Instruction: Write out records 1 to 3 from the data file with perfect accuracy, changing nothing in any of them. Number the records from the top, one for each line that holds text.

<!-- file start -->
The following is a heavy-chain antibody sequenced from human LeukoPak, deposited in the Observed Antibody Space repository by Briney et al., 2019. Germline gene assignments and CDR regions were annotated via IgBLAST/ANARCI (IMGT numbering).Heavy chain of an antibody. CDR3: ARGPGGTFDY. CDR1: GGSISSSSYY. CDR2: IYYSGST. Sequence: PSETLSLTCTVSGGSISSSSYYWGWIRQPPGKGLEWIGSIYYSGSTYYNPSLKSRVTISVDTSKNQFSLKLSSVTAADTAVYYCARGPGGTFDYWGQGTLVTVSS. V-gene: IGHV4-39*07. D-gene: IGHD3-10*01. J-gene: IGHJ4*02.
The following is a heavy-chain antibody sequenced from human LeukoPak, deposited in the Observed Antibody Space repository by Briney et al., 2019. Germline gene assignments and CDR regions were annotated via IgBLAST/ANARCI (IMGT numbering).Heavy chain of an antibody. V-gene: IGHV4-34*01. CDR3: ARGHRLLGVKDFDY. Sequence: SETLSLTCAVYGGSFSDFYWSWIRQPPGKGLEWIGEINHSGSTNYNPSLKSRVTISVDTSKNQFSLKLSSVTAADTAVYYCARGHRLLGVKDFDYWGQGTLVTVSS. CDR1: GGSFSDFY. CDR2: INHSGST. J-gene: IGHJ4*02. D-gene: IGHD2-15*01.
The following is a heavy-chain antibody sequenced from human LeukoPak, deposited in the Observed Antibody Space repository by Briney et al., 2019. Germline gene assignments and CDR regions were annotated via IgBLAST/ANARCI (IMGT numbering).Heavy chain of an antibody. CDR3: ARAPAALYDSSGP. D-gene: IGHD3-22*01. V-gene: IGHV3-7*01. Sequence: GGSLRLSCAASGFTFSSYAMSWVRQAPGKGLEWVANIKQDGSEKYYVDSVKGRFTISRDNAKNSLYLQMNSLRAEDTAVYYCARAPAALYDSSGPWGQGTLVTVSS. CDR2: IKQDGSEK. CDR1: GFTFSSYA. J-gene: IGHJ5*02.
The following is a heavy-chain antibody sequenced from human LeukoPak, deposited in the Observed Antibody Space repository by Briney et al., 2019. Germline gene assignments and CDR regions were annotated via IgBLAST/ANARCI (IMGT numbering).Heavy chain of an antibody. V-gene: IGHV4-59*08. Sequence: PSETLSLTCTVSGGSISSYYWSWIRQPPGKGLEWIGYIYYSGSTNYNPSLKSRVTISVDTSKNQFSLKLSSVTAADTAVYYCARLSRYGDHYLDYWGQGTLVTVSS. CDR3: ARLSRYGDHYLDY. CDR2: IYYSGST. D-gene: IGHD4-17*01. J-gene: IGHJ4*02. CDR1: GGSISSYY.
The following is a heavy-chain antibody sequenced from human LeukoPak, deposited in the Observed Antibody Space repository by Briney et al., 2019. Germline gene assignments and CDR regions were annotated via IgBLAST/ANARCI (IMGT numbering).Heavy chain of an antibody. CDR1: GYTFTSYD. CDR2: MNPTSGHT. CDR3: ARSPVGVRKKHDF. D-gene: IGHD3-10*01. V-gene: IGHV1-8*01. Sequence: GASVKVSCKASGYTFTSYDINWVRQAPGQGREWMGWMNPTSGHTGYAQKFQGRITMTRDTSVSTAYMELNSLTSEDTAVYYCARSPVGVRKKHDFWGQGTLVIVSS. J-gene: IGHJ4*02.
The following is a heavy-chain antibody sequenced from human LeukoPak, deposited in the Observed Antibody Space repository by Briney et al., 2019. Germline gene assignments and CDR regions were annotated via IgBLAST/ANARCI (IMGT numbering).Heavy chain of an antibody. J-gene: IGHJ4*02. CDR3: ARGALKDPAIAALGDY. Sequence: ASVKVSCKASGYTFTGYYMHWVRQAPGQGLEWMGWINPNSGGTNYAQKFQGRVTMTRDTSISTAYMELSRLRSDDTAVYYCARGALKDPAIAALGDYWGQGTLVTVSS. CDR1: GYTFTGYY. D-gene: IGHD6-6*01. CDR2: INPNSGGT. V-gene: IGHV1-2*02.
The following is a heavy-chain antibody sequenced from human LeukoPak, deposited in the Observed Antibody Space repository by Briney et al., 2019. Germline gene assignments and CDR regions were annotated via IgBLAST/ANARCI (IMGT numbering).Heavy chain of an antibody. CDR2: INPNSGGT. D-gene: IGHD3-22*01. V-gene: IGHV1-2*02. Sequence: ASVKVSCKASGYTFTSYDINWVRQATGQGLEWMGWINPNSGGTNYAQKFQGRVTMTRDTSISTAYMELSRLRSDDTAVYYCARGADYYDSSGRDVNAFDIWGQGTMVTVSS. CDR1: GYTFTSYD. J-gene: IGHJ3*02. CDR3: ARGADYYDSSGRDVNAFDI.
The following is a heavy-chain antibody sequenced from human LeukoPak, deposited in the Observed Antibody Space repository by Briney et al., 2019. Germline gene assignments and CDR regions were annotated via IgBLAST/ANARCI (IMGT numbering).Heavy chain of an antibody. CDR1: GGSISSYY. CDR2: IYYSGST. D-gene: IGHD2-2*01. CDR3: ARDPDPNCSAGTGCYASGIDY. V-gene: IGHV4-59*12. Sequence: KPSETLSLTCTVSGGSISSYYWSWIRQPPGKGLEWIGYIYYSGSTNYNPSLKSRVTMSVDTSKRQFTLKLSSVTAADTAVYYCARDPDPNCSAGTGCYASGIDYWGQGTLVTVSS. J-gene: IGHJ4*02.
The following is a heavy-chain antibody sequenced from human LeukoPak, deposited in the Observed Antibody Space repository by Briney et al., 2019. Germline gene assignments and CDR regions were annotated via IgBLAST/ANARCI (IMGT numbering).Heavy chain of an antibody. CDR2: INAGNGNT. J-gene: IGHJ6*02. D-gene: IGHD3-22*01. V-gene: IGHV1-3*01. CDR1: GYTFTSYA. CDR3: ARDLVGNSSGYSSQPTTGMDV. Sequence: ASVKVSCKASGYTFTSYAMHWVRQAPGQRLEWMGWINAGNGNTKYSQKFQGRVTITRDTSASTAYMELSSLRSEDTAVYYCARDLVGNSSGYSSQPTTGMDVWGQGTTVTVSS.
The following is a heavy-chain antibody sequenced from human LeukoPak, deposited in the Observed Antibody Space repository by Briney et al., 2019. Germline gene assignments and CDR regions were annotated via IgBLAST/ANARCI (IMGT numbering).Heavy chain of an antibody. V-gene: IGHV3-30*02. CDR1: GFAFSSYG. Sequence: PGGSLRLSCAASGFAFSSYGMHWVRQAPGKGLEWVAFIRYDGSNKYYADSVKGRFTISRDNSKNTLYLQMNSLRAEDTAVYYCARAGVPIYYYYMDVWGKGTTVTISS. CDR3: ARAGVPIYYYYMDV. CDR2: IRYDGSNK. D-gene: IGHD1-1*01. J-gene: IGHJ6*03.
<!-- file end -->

The following is a heavy-chain antibody sequenced from human LeukoPak, deposited in the Observed Antibody Space repository by Briney et al., 2019. Germline gene assignments and CDR regions were annotated via IgBLAST/ANARCI (IMGT numbering).Heavy chain of an antibody. CDR3: ARGPGGTFDY. CDR1: GGSISSSSYY. CDR2: IYYSGST. Sequence: PSETLSLTCTVSGGSISSSSYYWGWIRQPPGKGLEWIGSIYYSGSTYYNPSLKSRVTISVDTSKNQFSLKLSSVTAADTAVYYCARGPGGTFDYWGQGTLVTVSS. V-gene: IGHV4-39*07. D-gene: IGHD3-10*01. J-gene: IGHJ4*02.
The following is a heavy-chain antibody sequenced from human LeukoPak, deposited in the Observed Antibody Space repository by Briney et al., 2019. Germline gene assignments and CDR regions were annotated via IgBLAST/ANARCI (IMGT numbering).Heavy chain of an antibody. V-gene: IGHV4-34*01. CDR3: ARGHRLLGVKDFDY. Sequence: SETLSLTCAVYGGSFSDFYWSWIRQPPGKGLEWIGEINHSGSTNYNPSLKSRVTISVDTSKNQFSLKLSSVTAADTAVYYCARGHRLLGVKDFDYWGQGTLVTVSS. CDR1: GGSFSDFY. CDR2: INHSGST. J-gene: IGHJ4*02. D-gene: IGHD2-15*01.
The following is a heavy-chain antibody sequenced from human LeukoPak, deposited in the Observed Antibody Space repository by Briney et al., 2019. Germline gene assignments and CDR regions were annotated via IgBLAST/ANARCI (IMGT numbering).Heavy chain of an antibody. CDR3: ARAPAALYDSSGP. D-gene: IGHD3-22*01. V-gene: IGHV3-7*01. Sequence: GGSLRLSCAASGFTFSSYAMSWVRQAPGKGLEWVANIKQDGSEKYYVDSVKGRFTISRDNAKNSLYLQMNSLRAEDTAVYYCARAPAALYDSSGPWGQGTLVTVSS. CDR2: IKQDGSEK. CDR1: GFTFSSYA. J-gene: IGHJ5*02.